Pachyonychia congenita is caused by a mutation in one of the genes which controls the production of (codes for) the keratin protein - types 6, 6a, 6b, 16 and 17. Keratines are structural proteins which together form a stable network inside the horny cells of the epidermis. This network makes up most of the mass of horny tissue. It is constantly being renewed, giving strength and firmness to skin, hair and nails. A mutation in one of these keratine genes is enough to change the structure of a molecule so that it no longer fits exactly in the network, thus interfering with the cell's structure. This results in the network becoming fragile and to defects in horny tissue.

Symptoms affecting skin, hair, nails and mucous membranes differ depending on which of the keratin genes have mutated, causing various types of the disease. Pachyonychia congenita type 1 is caused by mutations in either the KRT6A or KRT16 genes, while type 2 is caused by mutations in either KRT6B or KRT17.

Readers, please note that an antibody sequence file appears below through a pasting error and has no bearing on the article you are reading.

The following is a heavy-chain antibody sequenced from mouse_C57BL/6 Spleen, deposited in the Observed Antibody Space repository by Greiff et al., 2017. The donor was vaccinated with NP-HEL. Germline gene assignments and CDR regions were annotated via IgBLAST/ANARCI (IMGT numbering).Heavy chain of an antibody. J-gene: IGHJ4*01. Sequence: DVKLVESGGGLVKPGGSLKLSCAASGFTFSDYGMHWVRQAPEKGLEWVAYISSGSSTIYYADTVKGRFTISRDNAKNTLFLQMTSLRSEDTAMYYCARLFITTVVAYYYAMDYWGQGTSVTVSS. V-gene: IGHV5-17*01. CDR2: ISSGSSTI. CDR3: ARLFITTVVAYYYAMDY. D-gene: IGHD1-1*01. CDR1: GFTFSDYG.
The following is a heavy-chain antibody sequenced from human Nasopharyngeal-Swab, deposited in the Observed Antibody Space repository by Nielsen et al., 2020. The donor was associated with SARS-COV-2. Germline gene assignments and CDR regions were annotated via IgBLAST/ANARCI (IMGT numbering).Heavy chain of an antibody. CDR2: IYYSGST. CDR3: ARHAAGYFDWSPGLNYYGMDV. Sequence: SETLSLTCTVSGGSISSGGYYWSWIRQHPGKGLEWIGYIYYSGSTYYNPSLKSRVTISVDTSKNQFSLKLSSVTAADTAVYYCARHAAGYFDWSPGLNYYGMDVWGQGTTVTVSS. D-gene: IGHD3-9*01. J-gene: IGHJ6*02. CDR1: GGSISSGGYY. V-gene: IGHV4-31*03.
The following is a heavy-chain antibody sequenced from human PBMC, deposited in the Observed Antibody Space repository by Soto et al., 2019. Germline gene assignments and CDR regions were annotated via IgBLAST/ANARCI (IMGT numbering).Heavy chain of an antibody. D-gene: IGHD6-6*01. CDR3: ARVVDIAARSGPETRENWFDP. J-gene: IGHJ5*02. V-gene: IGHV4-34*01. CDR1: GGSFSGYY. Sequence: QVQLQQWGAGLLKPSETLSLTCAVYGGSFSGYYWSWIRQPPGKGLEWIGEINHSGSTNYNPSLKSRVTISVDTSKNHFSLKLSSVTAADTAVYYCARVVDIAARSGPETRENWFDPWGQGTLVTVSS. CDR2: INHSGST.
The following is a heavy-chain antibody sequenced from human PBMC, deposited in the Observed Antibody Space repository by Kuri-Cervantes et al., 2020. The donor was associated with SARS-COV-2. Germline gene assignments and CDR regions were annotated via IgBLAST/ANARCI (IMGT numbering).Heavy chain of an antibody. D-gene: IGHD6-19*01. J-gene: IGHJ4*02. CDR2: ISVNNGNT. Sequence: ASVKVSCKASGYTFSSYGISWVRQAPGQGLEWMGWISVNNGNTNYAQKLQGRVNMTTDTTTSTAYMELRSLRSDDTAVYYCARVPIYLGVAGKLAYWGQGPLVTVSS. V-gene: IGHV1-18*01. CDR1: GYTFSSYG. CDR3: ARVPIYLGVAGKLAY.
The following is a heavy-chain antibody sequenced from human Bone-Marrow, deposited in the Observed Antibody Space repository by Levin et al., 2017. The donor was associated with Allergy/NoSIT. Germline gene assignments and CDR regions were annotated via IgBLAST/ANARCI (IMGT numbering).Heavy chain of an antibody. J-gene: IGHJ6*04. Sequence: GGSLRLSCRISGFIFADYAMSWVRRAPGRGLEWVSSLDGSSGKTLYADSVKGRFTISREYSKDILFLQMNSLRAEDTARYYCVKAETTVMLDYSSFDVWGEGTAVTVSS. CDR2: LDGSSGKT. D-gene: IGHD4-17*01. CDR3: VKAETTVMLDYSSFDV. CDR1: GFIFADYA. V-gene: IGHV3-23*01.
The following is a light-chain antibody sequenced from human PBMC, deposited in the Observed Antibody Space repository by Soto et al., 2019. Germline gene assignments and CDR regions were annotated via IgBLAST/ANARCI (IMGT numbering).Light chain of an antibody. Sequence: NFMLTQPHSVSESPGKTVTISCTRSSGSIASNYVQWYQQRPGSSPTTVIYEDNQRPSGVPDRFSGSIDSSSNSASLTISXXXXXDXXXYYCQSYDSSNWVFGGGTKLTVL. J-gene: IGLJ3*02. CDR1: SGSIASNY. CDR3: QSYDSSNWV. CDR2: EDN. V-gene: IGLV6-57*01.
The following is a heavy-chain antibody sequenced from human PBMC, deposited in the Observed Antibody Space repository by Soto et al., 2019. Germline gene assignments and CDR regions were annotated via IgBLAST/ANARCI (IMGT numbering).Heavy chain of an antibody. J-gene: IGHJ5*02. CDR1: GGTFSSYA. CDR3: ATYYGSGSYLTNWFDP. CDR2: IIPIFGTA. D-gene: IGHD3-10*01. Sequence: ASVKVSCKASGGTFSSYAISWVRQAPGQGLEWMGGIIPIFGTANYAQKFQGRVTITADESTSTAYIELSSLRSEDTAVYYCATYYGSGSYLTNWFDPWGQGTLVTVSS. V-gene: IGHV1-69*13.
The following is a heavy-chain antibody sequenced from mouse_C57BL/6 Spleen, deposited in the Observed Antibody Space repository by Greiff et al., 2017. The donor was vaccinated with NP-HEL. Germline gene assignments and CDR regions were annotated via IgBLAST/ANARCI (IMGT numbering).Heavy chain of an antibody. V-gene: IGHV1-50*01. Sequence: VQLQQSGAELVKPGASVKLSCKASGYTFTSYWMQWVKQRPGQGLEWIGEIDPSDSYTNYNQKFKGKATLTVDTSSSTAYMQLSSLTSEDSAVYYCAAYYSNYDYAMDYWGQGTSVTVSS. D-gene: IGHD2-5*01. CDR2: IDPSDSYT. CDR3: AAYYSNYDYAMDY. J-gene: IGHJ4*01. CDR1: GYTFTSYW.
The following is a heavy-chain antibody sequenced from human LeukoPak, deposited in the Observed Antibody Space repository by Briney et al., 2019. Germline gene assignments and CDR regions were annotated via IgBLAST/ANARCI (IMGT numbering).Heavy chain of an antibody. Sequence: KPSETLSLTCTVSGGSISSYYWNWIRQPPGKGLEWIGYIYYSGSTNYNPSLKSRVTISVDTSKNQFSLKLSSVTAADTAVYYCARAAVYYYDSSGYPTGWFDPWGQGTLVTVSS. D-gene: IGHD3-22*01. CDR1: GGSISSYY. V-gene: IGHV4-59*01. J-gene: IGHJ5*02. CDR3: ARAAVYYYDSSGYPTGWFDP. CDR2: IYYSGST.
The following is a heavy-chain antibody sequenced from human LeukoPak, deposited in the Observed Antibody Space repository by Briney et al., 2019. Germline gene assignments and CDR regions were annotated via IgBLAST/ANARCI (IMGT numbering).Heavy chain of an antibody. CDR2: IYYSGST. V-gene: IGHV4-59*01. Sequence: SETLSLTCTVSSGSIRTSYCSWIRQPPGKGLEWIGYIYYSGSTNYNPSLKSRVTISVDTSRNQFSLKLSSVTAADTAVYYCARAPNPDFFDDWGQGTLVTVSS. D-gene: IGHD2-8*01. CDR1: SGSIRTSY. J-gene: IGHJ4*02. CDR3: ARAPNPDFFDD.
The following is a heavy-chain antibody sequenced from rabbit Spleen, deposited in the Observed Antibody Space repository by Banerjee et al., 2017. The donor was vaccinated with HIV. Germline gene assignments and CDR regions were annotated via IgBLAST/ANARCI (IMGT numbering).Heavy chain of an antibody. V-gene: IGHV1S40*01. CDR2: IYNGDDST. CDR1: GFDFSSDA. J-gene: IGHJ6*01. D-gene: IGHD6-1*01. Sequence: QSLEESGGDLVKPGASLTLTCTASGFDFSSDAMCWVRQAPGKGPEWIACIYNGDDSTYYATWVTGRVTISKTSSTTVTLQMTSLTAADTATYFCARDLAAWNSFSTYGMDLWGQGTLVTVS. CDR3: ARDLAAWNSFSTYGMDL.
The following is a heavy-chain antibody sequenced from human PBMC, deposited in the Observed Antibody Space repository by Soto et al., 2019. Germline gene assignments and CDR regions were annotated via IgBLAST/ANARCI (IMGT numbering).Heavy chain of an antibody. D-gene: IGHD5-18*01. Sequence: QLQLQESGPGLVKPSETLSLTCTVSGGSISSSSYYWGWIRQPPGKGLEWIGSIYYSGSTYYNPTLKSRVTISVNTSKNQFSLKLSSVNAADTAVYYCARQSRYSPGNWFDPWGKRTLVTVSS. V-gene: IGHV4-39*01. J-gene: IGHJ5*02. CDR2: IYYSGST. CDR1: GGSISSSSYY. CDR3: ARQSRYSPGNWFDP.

Other diseases caused by mutations in the genes which control the formation of keratin (keratinopathies) are epidermolysis bullosa simplex and epidermolytic (bullous) ichthyosis. Separate information on these disorders is available in the rare disease database of the Swedish National Board of Health and Welfare.

Heredity

The inheritance pattern of pachyonychia congenita is usually autosomal dominant. This means that one of the parents has the disease, and so has one normal gene and one mutated gene. Sons and daughters of this parent have a 50 per cent risk of inheriting the disease. Children who do not inherit the mutated gene do not have the disease and do not pass it on.